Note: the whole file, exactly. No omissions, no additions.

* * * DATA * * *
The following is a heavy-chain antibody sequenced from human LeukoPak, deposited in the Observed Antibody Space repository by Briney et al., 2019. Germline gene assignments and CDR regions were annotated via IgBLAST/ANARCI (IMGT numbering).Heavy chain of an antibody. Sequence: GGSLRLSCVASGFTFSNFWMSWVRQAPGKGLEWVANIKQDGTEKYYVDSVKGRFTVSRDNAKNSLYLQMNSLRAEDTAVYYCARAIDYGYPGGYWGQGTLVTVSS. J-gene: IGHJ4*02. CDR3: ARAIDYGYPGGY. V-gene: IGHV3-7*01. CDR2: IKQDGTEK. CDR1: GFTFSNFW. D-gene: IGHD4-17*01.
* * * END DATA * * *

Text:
The following is a heavy-chain antibody sequenced from human LeukoPak, deposited in the Observed Antibody Space repository by Briney et al., 2019. Germline gene assignments and CDR regions were annotated via IgBLAST/ANARCI (IMGT numbering).Heavy chain of an antibody. Sequence: GGSLRLSCVASGFTFSNFWMSWVRQAPGKGLEWVANIKQDGTEKYYVDSVKGRFTVSRDNAKNSLYLQMNSLRAEDTAVYYCARAIDYGYPGGYWGQGTLVTVSS. J-gene: IGHJ4*02. CDR3: ARAIDYGYPGGY. V-gene: IGHV3-7*01. CDR2: IKQDGTEK. CDR1: GFTFSNFW. D-gene: IGHD4-17*01.